Logic and Language

Logic and Language

Copyright © James R Meyer 2012 - 2018 https://www.jamesrmeyer.com

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We make many decisions during the course of the day. Sometimes these decisions are guided by emotion, sometimes we just rely on a hunch, sometimes we rely on experience, and sometimes we analyze a situation logically and make a decision according to this logical analysis. But very few things in life are easy to analyze in a completely logical way; in most cases, our actual decisions are based on a combination of emotion, experience, and a little bit of logic.

However, when we want a conclusion that isn’t based on any emotion, or hunch, we want a conclusion that is arrived at purely by means of logical argument. This site is devoted to showing how many results that are commonly accepted as being the result of a completely logical argument are in fact flawed because of the failure to acknowledge the significance of the way language is used in the argument - a seemingly innocuous statement can contain subtle errors which render the statement illogical. Unless every aspect of a statement is very carefully analyzed with regard to the use of language by the statement, an ostensibly logical statement may actually contain subtle errors of logic. Even fairly innocuous looking statements can be difficult to analyze, see Natural Language and Reality.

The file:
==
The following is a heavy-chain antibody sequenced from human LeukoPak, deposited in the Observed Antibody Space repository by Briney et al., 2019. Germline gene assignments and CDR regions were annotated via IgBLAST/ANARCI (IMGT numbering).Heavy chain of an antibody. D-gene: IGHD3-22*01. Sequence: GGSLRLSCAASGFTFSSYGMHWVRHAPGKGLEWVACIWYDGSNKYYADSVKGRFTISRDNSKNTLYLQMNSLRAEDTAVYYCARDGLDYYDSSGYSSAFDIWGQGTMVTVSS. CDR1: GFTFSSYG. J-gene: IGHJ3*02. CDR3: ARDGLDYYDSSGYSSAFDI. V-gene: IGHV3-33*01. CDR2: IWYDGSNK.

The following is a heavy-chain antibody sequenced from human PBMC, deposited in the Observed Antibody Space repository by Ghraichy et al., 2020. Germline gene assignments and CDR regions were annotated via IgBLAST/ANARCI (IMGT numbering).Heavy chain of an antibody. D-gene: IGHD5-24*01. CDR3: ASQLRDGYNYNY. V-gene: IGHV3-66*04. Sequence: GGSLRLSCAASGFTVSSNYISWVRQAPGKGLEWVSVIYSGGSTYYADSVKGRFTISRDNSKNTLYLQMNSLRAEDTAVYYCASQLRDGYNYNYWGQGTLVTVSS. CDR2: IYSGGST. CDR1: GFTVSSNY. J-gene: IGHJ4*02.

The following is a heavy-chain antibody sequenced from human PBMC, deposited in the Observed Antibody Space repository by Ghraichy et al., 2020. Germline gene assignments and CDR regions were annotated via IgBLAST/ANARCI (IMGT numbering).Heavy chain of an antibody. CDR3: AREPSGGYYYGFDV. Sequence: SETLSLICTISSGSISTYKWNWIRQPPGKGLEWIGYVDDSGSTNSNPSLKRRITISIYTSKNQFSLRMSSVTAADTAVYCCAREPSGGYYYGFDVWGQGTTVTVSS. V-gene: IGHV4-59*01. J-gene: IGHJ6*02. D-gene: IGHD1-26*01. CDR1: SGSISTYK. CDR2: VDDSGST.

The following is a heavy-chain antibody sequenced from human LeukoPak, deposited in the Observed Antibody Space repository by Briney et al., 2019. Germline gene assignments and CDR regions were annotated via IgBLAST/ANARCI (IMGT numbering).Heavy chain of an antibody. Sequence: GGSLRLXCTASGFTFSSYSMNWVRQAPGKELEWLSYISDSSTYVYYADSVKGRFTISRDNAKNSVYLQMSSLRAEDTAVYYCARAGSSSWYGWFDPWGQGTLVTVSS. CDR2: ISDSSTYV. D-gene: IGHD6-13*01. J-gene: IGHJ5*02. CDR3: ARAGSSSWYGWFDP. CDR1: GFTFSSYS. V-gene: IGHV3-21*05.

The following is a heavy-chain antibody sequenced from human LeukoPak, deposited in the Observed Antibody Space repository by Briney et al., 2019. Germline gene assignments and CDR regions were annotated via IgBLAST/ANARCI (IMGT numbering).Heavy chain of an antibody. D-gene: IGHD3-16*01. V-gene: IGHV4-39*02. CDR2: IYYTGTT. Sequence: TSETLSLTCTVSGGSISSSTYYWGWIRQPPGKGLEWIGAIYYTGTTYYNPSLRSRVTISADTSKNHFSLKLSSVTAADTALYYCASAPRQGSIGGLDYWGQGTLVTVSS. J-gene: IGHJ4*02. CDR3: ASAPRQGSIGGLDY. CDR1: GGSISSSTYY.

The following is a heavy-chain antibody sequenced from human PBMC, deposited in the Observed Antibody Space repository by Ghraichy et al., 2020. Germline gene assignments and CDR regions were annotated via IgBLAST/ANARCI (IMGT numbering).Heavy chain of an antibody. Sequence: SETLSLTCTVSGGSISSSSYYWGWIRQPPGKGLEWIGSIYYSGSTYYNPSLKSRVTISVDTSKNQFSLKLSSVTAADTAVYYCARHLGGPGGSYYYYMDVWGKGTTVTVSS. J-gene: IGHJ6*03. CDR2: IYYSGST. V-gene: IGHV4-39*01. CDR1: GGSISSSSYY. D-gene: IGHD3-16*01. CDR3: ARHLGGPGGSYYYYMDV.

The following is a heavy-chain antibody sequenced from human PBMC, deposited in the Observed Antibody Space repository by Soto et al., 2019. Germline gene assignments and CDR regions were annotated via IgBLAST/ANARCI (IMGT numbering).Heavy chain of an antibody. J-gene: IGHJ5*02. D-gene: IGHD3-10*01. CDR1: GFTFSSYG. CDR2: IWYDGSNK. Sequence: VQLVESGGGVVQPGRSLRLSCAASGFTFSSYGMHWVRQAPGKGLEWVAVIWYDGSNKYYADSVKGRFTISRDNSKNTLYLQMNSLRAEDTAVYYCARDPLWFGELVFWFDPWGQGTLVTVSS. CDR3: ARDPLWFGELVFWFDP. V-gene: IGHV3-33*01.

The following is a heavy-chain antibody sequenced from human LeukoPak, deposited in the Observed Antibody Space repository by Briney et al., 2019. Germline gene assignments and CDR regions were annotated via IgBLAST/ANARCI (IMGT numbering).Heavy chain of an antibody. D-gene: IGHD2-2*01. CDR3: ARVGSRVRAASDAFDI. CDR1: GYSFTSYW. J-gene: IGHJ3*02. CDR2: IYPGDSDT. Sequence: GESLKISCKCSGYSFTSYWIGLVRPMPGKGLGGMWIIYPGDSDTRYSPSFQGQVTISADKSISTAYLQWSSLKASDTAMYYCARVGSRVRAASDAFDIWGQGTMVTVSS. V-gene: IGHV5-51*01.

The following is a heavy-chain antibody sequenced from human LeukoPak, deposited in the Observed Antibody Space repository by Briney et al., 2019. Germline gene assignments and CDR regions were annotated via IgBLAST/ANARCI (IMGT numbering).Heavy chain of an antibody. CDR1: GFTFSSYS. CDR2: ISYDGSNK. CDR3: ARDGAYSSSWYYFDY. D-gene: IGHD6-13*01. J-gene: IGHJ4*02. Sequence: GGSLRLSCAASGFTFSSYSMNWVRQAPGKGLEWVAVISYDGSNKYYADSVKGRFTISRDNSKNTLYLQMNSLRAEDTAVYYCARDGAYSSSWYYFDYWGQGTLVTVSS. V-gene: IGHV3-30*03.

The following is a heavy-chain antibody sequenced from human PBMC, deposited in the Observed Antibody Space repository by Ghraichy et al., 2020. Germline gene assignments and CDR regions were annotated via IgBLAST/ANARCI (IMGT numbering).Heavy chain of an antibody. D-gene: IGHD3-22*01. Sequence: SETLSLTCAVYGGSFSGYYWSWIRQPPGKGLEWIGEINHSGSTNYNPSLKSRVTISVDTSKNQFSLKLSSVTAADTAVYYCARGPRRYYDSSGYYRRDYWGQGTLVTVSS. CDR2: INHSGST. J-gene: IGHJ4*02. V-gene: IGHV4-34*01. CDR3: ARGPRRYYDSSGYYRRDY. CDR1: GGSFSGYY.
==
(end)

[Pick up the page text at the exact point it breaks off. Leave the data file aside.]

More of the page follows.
This site explains how intuitive errors may occur; in most cases it is because insufficient attention has been given to the use of language. If you are visiting this site for the first time, I suggest these pages as suitable starting points:

In principle, a logical argument should never rely on an unstated intuitive assumption. It is well known that intuition can lead to erroneous results, and that there are many examples of this having happened. So it should be the case that every logical argument should be carefully examined to ensure that it contains no intuitive assumptions. But there seems to be a blind spot when it comes to the possibility that the way that language is used in an argument might affect the validity of the argument. This possibility is commonly dismissed without any justification for its dismissal. But everything that is referred to by a logical argument must be referred to by symbols that belong to some language. And since that is the case, the fact that those symbols belong to some language is an inherent part of the argument, and is not something that can simply be ignored.

Much of this website deals with the confusion that occurs when levels of language are not clearly delineated. Kurt Gödel set the ball rolling on this in 1931 with his incompleteness theorem which hides its language confusion under an impressive looking facade of complexity. Amazingly, it has long being accepted as correct even though Gödel never actually proved the crucial step in his proof, and although his proof leads to a blatant contradiction, see Gödel’s contradiction. And over the years since that there seems to be an alarming increase in the willingness of certain academics to forgo the need for clear precise logical proofs of any claim, and now there are numerous people who like to call themselves “logicians”, but who are content to simply make a crucial assumption rather than actually make an attempt to prove it, and proceed to base an entire structure of claims based on that assumption. That assumption is that a completely formal language can actually reference itself - that is, that within a completely formal language there can be a sentence that explicitly refers to that entire sentence itself.